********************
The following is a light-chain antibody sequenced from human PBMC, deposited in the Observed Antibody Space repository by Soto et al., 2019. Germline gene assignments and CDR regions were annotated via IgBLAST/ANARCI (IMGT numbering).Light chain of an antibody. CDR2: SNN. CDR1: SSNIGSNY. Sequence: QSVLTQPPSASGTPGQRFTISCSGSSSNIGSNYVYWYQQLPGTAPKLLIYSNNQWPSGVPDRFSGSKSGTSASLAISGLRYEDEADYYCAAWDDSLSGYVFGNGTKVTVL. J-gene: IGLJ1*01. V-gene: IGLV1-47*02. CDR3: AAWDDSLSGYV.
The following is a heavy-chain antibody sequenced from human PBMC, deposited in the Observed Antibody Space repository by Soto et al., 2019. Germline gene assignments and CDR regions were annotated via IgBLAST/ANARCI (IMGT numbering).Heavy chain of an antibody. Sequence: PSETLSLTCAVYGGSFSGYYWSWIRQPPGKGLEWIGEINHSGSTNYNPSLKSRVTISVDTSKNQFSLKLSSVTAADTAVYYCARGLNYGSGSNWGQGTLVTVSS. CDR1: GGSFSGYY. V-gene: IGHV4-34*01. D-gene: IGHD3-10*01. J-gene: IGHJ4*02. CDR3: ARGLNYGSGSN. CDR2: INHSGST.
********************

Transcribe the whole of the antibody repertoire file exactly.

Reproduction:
The following is a light-chain antibody sequenced from human PBMC, deposited in the Observed Antibody Space repository by Soto et al., 2019. Germline gene assignments and CDR regions were annotated via IgBLAST/ANARCI (IMGT numbering).Light chain of an antibody. CDR2: SNN. CDR1: SSNIGSNY. Sequence: QSVLTQPPSASGTPGQRFTISCSGSSSNIGSNYVYWYQQLPGTAPKLLIYSNNQWPSGVPDRFSGSKSGTSASLAISGLRYEDEADYYCAAWDDSLSGYVFGNGTKVTVL. J-gene: IGLJ1*01. V-gene: IGLV1-47*02. CDR3: AAWDDSLSGYV.
The following is a heavy-chain antibody sequenced from human PBMC, deposited in the Observed Antibody Space repository by Soto et al., 2019. Germline gene assignments and CDR regions were annotated via IgBLAST/ANARCI (IMGT numbering).Heavy chain of an antibody. Sequence: PSETLSLTCAVYGGSFSGYYWSWIRQPPGKGLEWIGEINHSGSTNYNPSLKSRVTISVDTSKNQFSLKLSSVTAADTAVYYCARGLNYGSGSNWGQGTLVTVSS. CDR1: GGSFSGYY. V-gene: IGHV4-34*01. D-gene: IGHD3-10*01. J-gene: IGHJ4*02. CDR3: ARGLNYGSGSN. CDR2: INHSGST.